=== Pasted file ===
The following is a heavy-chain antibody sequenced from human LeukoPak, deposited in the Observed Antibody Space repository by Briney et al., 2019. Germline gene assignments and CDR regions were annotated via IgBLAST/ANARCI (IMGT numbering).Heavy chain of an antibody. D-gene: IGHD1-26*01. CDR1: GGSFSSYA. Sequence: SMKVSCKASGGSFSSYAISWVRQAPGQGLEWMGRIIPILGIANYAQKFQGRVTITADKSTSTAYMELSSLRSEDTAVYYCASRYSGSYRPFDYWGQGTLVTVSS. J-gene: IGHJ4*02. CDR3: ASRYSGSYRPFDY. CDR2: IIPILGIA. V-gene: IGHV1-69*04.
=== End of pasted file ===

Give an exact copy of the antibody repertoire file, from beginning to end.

The following is a heavy-chain antibody sequenced from human LeukoPak, deposited in the Observed Antibody Space repository by Briney et al., 2019. Germline gene assignments and CDR regions were annotated via IgBLAST/ANARCI (IMGT numbering).Heavy chain of an antibody. D-gene: IGHD1-26*01. CDR1: GGSFSSYA. Sequence: SMKVSCKASGGSFSSYAISWVRQAPGQGLEWMGRIIPILGIANYAQKFQGRVTITADKSTSTAYMELSSLRSEDTAVYYCASRYSGSYRPFDYWGQGTLVTVSS. J-gene: IGHJ4*02. CDR3: ASRYSGSYRPFDY. CDR2: IIPILGIA. V-gene: IGHV1-69*04.